Work Bonus The Work Bonus provides an incentive for pensioners over Age Pension age to participate in the workforce by allowing them to keep more of their pension when they have earnings from working. How does the Work Bonus affect pension rates? The Work Bonus increases the amount an eligible pensioner can earn from employment before it affects their pension rate. The first $250 of fortnightly employment income is not assessed and is not counted under the pension income test. The Work Bonus operates in addition to the pension income test free area. From 1 July 2015, for single pensioners, the pension income test free area is $164 a fortnight and for couples combined, it is $292 a fortnight. For example, this means a single pensioner over Age Pension age with no other private income could earn up to $414 a fortnight from employment and still receive the maximum rate of pension. Work Bonus Income Bank Pensioners over Age Pension age accrue any unused part of the $250 fortnightly Work Bonus exemption amount in a Work Bonus income bank, up to a maximum of $6,500. The income bank amount offsets future employment income from the pension income test. The income bank amount is not time limited; if unused, it carries forward, even across years. The Work Bonus income bank is useful for pensioners who wish to work, particularly those who undertake intermittent or occasional work. How does the new Work Bonus work for single pensioners? Example 1: Bob is an age pensioner working as a school crossing supervisor, earning $300 a fortnight. He has no income other than the Age Pension. Under the Work Bonus, the first $250 of Bob’s employment income is not assessed, and only $50 is counted under the pension income test. This is less than the pension income test free area of $164 a fortnight for a single pensioner, and Bob will still receive the maximum rate of Age Pension. Example 2: Maria is an age pensioner who works for three fortnights as an accountant. She has no other income. As Maria has not worked in the previous 12 months, she has accumulated the maximum income bank amount of $6,500 (26 fortnights x $250). During the three fortnights that she works, Maria earns $2,000 a fortnight, a total of $6,000. As Maria’s income bank amount is more than her employment income, none of the $6,000 is assessed under the income test and she will still receive the maximum rate of Age Pension. In addition, Maria will retain $1,250 in her income bank to offset any future employment earnings ($6,500 - $6,000 earnings + $250 Work Bonus concession for each of the three fortnights that Maria works). How does the Work Bonus affect the employment income of your partner? The Work Bonus applies to individual pensioners. It cannot be shared by a pensioner couple. Example: Mary and Jim are a couple who both receive the Age Pension. Mary has employment income of $550 a fortnight and Jim has employment income of $200 a fortnight. They have no other income. Under the Work Bonus, the first $250 of an individual’s employment income is not assessed. Only $300 a fortnight is assessed as income for Mary and nothing is assessed as income for Jim. Under the pension income test, pension is reduced by 50c for every $1 of income over the income test free area. Mary and Jim’s combined assessed income of $300 a fortnight is $8 higher than the income test free area ($292 a fortnight for a couple) and their combined pensions are reduced by $4 a fortnight ($2 a fortnight each). If Jim was under pension age, he would not be eligible for the Work Bonus and all of his earnings of $200 a fortnight would be assessed as income. Who is eligible for the Work Bonus? All pensioners over Age Pension age are eligible for the Work Bonus if they have employment income. This includes: Age Pension, Carer Payment, Bereavement Allowance, Disability Support Pension, Widow B Pension and Wife Pension recipients. Employment income Employment income is income from paid work undertaken by the person as an employee in an employer/employee relationship. This includes but is not limited to salary, wages, leave payments, commissions, employment-related fringe benefits, bonus payments, supported wages and casual loading. Employment income does not include income from self-employment or business income. Pensioners who are self-employed or running a business are not entitled to the Work Bonus, but are able to make business deductions from their income. Application for the Work Bonus Pensioners do not need to apply for the Work Bonus. If you are a pensioner with variable fortnightly employment income, you must keep Centrelink informed of your income. The Work Bonus can only be applied to employment income that has been reported. Pensioners can report over the phone (including Voice Recognition), in person at a Centrelink office or by using the internet. For more information For more information about the Work Bonus, contact the Department of Human Services (DHS) on 13 2300 or visit the DHS website.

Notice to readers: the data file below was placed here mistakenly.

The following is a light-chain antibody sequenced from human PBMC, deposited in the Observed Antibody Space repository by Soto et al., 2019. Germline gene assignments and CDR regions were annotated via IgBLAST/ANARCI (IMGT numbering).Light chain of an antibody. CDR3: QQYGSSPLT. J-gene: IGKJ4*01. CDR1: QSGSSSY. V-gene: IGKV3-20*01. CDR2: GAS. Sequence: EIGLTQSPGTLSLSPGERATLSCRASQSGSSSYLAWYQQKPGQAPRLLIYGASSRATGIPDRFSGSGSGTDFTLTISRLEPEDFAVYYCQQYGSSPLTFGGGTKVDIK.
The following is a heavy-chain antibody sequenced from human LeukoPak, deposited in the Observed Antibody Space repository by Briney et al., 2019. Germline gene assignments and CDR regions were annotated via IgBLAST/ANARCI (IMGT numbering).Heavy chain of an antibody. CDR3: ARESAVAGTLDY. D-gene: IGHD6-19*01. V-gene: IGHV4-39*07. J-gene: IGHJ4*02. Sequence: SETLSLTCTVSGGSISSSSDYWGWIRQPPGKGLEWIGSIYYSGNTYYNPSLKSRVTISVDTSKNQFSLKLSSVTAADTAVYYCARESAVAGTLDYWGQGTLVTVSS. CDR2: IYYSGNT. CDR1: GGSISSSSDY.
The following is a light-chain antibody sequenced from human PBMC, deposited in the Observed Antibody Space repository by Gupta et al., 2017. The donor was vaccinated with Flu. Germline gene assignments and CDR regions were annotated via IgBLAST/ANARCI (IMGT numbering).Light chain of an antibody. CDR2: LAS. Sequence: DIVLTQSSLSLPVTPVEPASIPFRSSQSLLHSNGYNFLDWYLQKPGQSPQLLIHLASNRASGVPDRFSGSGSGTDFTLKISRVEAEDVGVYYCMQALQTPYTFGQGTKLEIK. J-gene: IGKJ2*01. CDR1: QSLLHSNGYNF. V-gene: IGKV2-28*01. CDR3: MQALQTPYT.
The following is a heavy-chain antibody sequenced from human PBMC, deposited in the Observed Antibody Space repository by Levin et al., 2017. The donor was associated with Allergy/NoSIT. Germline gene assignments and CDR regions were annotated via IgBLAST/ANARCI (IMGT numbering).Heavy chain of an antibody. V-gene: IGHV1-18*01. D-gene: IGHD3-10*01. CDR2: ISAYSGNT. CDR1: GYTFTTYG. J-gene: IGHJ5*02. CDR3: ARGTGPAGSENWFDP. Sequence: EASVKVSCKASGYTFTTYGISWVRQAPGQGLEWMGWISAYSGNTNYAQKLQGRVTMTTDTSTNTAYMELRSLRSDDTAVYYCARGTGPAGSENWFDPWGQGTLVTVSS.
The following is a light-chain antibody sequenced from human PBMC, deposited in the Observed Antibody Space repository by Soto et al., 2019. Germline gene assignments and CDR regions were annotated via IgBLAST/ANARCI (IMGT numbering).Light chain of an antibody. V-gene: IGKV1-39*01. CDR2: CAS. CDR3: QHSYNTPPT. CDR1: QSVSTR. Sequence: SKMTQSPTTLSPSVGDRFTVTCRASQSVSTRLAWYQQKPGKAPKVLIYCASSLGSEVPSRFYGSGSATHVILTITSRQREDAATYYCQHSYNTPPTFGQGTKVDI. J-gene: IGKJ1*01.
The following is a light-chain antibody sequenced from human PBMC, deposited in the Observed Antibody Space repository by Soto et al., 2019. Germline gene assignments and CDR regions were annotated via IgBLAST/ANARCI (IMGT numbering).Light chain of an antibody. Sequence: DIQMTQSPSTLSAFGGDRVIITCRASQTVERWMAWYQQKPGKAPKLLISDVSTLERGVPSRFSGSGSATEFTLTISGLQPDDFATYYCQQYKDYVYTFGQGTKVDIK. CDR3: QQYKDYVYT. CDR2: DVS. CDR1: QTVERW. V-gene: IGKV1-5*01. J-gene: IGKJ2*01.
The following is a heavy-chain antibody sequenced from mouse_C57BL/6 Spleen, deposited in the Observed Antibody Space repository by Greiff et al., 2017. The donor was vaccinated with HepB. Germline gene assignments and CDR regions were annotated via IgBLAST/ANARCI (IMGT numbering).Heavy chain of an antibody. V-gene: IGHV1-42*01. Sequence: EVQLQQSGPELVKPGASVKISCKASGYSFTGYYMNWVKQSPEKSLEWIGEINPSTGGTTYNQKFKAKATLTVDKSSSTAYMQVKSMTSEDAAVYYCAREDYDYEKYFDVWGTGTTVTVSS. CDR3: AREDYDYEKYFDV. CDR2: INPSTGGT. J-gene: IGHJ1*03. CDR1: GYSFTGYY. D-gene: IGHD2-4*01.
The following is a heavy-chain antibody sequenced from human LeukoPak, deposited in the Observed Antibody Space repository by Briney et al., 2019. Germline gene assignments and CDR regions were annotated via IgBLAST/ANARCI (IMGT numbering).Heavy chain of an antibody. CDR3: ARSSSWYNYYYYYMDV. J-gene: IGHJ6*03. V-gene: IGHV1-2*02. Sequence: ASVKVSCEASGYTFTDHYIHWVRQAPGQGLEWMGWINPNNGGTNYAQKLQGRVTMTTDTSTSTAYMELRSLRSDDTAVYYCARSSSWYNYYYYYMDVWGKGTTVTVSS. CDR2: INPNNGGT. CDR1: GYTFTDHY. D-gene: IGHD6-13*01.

7. Moving money from UK to Aus